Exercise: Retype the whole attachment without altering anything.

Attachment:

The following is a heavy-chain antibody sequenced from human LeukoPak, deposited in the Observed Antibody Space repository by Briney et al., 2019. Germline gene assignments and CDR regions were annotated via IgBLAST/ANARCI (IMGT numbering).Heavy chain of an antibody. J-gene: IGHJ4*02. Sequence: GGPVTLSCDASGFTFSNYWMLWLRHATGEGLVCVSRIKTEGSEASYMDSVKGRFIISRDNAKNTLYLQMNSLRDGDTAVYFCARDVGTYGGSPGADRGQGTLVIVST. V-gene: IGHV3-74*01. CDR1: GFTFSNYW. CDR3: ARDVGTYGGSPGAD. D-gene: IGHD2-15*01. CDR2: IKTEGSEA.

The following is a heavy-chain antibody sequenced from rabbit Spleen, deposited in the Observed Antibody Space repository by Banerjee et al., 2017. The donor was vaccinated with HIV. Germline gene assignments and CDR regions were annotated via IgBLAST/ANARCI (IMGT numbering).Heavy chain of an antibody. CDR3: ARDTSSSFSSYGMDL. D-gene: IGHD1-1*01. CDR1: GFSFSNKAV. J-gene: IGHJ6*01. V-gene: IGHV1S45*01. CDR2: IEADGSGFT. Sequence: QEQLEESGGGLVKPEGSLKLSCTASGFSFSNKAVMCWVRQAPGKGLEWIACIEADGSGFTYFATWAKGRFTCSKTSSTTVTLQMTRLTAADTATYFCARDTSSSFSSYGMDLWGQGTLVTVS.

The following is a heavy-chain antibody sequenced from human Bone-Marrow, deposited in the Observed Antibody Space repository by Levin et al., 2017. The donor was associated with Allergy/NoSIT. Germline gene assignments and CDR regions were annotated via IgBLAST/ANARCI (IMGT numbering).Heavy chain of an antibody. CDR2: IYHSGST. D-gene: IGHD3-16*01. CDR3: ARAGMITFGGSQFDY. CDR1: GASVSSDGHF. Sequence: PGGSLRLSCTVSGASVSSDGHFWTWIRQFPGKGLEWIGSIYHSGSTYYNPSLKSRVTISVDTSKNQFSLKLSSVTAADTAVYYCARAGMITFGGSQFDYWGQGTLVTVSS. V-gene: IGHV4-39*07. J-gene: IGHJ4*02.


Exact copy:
The following is a heavy-chain antibody sequenced from human LeukoPak, deposited in the Observed Antibody Space repository by Briney et al., 2019. Germline gene assignments and CDR regions were annotated via IgBLAST/ANARCI (IMGT numbering).Heavy chain of an antibody. J-gene: IGHJ4*02. Sequence: GGPVTLSCDASGFTFSNYWMLWLRHATGEGLVCVSRIKTEGSEASYMDSVKGRFIISRDNAKNTLYLQMNSLRDGDTAVYFCARDVGTYGGSPGADRGQGTLVIVST. V-gene: IGHV3-74*01. CDR1: GFTFSNYW. CDR3: ARDVGTYGGSPGAD. D-gene: IGHD2-15*01. CDR2: IKTEGSEA.

The following is a heavy-chain antibody sequenced from rabbit Spleen, deposited in the Observed Antibody Space repository by Banerjee et al., 2017. The donor was vaccinated with HIV. Germline gene assignments and CDR regions were annotated via IgBLAST/ANARCI (IMGT numbering).Heavy chain of an antibody. CDR3: ARDTSSSFSSYGMDL. D-gene: IGHD1-1*01. CDR1: GFSFSNKAV. J-gene: IGHJ6*01. V-gene: IGHV1S45*01. CDR2: IEADGSGFT. Sequence: QEQLEESGGGLVKPEGSLKLSCTASGFSFSNKAVMCWVRQAPGKGLEWIACIEADGSGFTYFATWAKGRFTCSKTSSTTVTLQMTRLTAADTATYFCARDTSSSFSSYGMDLWGQGTLVTVS.

The following is a heavy-chain antibody sequenced from human Bone-Marrow, deposited in the Observed Antibody Space repository by Levin et al., 2017. The donor was associated with Allergy/NoSIT. Germline gene assignments and CDR regions were annotated via IgBLAST/ANARCI (IMGT numbering).Heavy chain of an antibody. CDR2: IYHSGST. D-gene: IGHD3-16*01. CDR3: ARAGMITFGGSQFDY. CDR1: GASVSSDGHF. Sequence: PGGSLRLSCTVSGASVSSDGHFWTWIRQFPGKGLEWIGSIYHSGSTYYNPSLKSRVTISVDTSKNQFSLKLSSVTAADTAVYYCARAGMITFGGSQFDYWGQGTLVTVSS. V-gene: IGHV4-39*07. J-gene: IGHJ4*02.